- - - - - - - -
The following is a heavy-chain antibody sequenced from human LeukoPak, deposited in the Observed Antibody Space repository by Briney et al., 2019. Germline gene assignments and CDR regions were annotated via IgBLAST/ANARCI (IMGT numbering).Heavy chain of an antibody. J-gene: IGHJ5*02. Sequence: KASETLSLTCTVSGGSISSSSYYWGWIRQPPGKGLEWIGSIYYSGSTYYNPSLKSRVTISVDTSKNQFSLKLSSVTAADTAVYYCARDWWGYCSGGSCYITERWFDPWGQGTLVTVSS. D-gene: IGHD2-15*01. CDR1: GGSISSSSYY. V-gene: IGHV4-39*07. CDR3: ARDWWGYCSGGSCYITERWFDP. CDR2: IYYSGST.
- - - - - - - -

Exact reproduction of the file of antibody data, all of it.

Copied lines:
The following is a heavy-chain antibody sequenced from human LeukoPak, deposited in the Observed Antibody Space repository by Briney et al., 2019. Germline gene assignments and CDR regions were annotated via IgBLAST/ANARCI (IMGT numbering).Heavy chain of an antibody. J-gene: IGHJ5*02. Sequence: KASETLSLTCTVSGGSISSSSYYWGWIRQPPGKGLEWIGSIYYSGSTYYNPSLKSRVTISVDTSKNQFSLKLSSVTAADTAVYYCARDWWGYCSGGSCYITERWFDPWGQGTLVTVSS. D-gene: IGHD2-15*01. CDR1: GGSISSSSYY. V-gene: IGHV4-39*07. CDR3: ARDWWGYCSGGSCYITERWFDP. CDR2: IYYSGST.